Filed under 2016, Featured, Featured, Main Feature, Reviews

“Es genügt, einen Ton schön zu spielen” sagte der Komponist Arvo Pärt im Jahre 2005. Diese Aussage ist ebenso einfach wie ich auch exzellent: Es braucht kein Meer an Tönen, denn entscheidend ist der Klang. Dass so mancher Vintage-Synthesizer der 70er und 80er Jahre teils unerreicht hochwertige Klänge liefert, steht außer Frage. Doch tatsächlich leben wir “heute” in einer nahezu perfekten Zeit. Einerseits hat man – mehr oder weniger – noch Zugriff auf die Vintage Analogen, andererseits wird auch bei Neugeräten die wichtige Komponente des hochwertigen Klanges wieder zunehmend berücksichtigt. Doepfer, Cwejman,, MacBeth, Moog, GRP, Studio Electronics, COTK, John Bowen und andere Hersteller bauen hervorragende Synthesizer, die den “Klassikern” in nichts nachstehen. All diesen (alten wie neuen) “großartigen” Instrumenten ist Great Synthesizers gewidmet. _________________________________________________________ In 2005 composer Arvo Pärt said: “Playing one tone really well is enough”. In other words, it is sufficient to play one tone 'beautifully'. I agree with that. All musical efforts are focused on the sound itself. Although I studied classical music (piano and drums), it’s the electronic sound that inspires me. Synthesizers are the epitome of new sounds and exciting tonal spheres. Today, many companies produce high-quality - excellent! - synthesizers: Doepfer, Cwejman, MacBeth, Moog, GRP,, COTK, Studio Electronics, John Bowen and others. It's their products I'm really interested in ... apart from Vintage Synthesizers, which I have been collecting for 20 years. Subsequent to our former websites Bluesynths and Blogasys, Peter Mahr and I have now created GreatSynthesizers. We hope you like it.


  1. great review and audio as usual. How would you compare/ rate this vs Dominion 1 and vs Two Voice Pro? thanks

  2. Theo Bloderer

    Piuh … I personally love the Dominion 1 … all that weird modulation stuff, the little sequencer, the comprehensive CV-panel, the attached keyboard … “all-in-one” … and all at a very friendly price. It’s quite unbeatable! The Oberheim Two Voice Pro has a unique stereo sound-architecture, but it is way too (!) expensive … and (soundwise), it is somehow more limited (yes, it has that great SEM sound, but that’s it … no powerful LFO, no ring-modulator, a slightly tyring sequencer) ….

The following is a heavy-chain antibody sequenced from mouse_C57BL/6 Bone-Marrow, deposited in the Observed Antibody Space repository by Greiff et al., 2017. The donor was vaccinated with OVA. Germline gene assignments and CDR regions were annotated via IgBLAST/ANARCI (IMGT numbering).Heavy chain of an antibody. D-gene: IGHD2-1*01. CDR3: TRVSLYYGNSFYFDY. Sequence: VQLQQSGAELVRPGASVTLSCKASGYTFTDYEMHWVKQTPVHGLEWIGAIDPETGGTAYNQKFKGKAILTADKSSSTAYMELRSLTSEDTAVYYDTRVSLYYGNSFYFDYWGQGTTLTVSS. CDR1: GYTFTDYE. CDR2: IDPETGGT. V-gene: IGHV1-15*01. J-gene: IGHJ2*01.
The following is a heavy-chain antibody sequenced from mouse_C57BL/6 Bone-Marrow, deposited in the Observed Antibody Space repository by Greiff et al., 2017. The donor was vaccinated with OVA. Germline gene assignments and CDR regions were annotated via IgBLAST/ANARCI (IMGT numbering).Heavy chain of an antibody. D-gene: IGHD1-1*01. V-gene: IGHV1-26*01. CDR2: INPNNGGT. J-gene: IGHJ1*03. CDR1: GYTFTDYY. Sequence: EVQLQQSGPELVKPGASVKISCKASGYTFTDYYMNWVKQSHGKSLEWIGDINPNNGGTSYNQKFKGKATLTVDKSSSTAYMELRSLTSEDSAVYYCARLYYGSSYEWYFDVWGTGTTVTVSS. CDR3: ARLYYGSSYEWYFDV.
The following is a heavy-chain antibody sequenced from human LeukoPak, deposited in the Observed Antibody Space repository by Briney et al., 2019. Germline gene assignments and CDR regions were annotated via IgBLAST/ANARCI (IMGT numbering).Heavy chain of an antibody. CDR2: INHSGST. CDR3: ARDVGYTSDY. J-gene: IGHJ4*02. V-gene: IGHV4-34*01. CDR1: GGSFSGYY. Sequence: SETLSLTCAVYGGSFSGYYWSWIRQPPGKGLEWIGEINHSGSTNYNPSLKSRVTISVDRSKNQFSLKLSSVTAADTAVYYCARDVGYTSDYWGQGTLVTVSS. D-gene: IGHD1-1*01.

So, choosing between Oberheim Two Voice Pro and GRP A2 I’d go for the GRP … and choosing between the MFB Dominion 1 and the A2 … hm, I don’t know :o)

  3. Sorry I was more comparing the desktop SEM pro rather than the overpriced 2 voice. or even better to come the eurorack module with more sounds/modulations. How would you compare the raw VCOs sounds/ VCF/ VCA of those 3 brands/ models.
    their multimode filters are all very interesting on paper and also sound very good on demos, but you had them all in your hands and heard them live, I really value your opinions

  4. Theo Bloderer

    … I’ll try a classification:

    The SEM / Two Voice Pro has a bombastic analog sound. Unique feature: continuously variable multi mode filter. (Sadly “not” controllable via CV.) It’s a perfect synth for leads, basses and (filter) sequencing. Wonderful notch filter. Not very strong at FX-sounds, though.

    The MFB Dominion 1 has a very vigorous sound, too. Maybe it’s a little more clean and (slighly!) less rough. Unique features: multimode VCF with 15 filter types. 3 VCOs (!). MIDI “and” that very comprehensive CV-panel. Tons of modulation routings. It’s a brilliant synth for the knob tweaker and sound designer (especially in combination with Eurorack modules). A near-to-perfect FX-machine.

    The GRP A2 is in between the Oberheim and the MFB. It has an extraordinary bombastic sound (don’t know why, but the bass is extremely low) and it has a vast array of modulation sources/destinations. The CV-panel is quite limited, though, but with its complex (internal) pre-wiring, it is almost as versatile as the MFB.

    So … I’d say the SEM/Two Voice Pro is for the leadsound synthesist and live-keyboarder (massive leads, strong basses, …), the MFB is for the free-style inventor / experimental musician, and the GRP A2 is for the one who needs the best (well, at least a high share) of both worlds.

    All synths – the Oberheim, MFB and the GRP – are well-designed analog synths. Whichever you choose, you shouldn’t be disappointed. A tough choice, of course – but defining your personal musical direction / musical needs perhaps allows to make an informed decision.

  5. Jake Martin

    What are the two tracks called ‘GRP A2 – A4 A8’?

  6. Theo Bloderer

    … these are demos with all 3 GRP synths.

    GRP A2 – A4 A8 (1): starting with A4 and A8 (stereo panning), soon supplemented by the A2 (bass lead sound – notch filter).

    GRP A2 – A4 A8 (2): GRP A2 (effect/ring mod pattern) and A4 (pulse stereo sequence) start. Main lead synth (the soft brass) is the A8.

  7. Dimitrii

    I am a very lucky man with at home Dominion 1, MS20, Kobol expander, some other analog, an understanding wife and a wonderful child …
    Do i need this little A2?
    My brain says No!
    Thanks for the review !
    Cheers !

  8. Theo Bloderer